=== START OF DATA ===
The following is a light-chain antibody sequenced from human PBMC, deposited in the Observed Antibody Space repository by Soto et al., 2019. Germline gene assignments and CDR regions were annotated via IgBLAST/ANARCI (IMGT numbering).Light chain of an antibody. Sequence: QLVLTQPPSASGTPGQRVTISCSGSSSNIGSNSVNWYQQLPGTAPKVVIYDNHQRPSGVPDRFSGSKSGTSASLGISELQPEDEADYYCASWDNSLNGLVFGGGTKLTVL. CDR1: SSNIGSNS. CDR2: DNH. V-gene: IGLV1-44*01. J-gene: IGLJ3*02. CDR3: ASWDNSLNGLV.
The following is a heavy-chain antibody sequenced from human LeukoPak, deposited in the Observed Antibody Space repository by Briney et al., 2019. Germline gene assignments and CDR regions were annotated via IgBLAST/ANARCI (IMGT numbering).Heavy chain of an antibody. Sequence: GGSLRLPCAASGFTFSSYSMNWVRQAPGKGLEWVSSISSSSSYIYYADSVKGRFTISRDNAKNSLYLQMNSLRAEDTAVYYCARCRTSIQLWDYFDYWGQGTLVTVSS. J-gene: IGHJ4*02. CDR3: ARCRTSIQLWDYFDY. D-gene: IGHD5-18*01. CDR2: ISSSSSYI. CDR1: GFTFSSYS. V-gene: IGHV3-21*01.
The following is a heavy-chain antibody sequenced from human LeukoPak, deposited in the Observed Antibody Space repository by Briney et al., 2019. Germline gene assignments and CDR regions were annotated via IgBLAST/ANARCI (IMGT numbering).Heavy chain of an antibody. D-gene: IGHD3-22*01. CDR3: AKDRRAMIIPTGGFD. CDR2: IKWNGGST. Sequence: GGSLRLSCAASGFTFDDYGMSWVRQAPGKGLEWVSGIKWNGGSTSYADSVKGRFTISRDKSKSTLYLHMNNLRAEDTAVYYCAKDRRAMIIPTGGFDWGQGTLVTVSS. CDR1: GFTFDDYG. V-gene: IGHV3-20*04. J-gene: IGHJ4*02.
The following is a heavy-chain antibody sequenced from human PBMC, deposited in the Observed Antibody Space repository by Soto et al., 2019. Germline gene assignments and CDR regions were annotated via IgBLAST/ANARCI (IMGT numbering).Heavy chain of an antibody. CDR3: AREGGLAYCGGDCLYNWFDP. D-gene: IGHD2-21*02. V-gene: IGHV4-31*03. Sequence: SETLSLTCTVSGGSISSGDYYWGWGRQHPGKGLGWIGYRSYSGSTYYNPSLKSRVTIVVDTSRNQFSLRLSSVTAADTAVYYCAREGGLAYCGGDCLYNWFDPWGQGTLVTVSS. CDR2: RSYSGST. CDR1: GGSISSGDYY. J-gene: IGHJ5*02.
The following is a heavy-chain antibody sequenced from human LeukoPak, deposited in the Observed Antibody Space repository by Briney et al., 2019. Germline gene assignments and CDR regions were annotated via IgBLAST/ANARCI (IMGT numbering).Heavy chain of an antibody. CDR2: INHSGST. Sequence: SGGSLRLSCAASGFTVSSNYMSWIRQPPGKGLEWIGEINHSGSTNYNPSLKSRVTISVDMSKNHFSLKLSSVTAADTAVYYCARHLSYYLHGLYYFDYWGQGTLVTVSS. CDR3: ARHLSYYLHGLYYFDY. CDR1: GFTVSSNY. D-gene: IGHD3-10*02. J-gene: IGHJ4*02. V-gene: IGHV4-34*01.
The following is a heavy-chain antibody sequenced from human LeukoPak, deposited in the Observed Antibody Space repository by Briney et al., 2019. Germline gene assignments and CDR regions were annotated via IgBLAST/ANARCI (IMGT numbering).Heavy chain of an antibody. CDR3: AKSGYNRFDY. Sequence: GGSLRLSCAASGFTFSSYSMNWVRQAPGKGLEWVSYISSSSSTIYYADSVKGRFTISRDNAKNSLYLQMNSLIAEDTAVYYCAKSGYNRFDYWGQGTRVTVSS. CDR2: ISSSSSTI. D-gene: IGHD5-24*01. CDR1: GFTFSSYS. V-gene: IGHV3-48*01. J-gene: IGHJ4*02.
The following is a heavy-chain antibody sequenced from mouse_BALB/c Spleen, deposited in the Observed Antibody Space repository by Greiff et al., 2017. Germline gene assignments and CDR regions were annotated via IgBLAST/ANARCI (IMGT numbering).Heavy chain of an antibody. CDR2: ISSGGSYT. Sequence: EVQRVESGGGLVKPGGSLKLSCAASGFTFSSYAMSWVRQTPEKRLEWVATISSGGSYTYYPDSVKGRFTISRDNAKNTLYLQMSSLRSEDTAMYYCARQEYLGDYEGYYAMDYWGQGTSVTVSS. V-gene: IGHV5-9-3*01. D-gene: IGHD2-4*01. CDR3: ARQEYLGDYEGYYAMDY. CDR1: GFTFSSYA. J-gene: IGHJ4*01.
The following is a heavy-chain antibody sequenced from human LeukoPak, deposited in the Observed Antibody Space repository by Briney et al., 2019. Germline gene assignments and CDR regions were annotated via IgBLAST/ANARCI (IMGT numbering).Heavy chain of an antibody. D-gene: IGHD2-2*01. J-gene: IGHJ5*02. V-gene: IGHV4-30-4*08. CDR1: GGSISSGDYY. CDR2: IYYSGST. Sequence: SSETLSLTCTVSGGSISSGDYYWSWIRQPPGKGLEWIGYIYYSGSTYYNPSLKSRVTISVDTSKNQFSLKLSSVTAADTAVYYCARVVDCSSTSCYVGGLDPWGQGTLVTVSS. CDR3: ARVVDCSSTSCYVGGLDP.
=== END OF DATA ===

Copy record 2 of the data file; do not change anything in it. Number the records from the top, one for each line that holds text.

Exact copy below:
The following is a heavy-chain antibody sequenced from human LeukoPak, deposited in the Observed Antibody Space repository by Briney et al., 2019. Germline gene assignments and CDR regions were annotated via IgBLAST/ANARCI (IMGT numbering).Heavy chain of an antibody. Sequence: GGSLRLPCAASGFTFSSYSMNWVRQAPGKGLEWVSSISSSSSYIYYADSVKGRFTISRDNAKNSLYLQMNSLRAEDTAVYYCARCRTSIQLWDYFDYWGQGTLVTVSS. J-gene: IGHJ4*02. CDR3: ARCRTSIQLWDYFDY. D-gene: IGHD5-18*01. CDR2: ISSSSSYI. CDR1: GFTFSSYS. V-gene: IGHV3-21*01.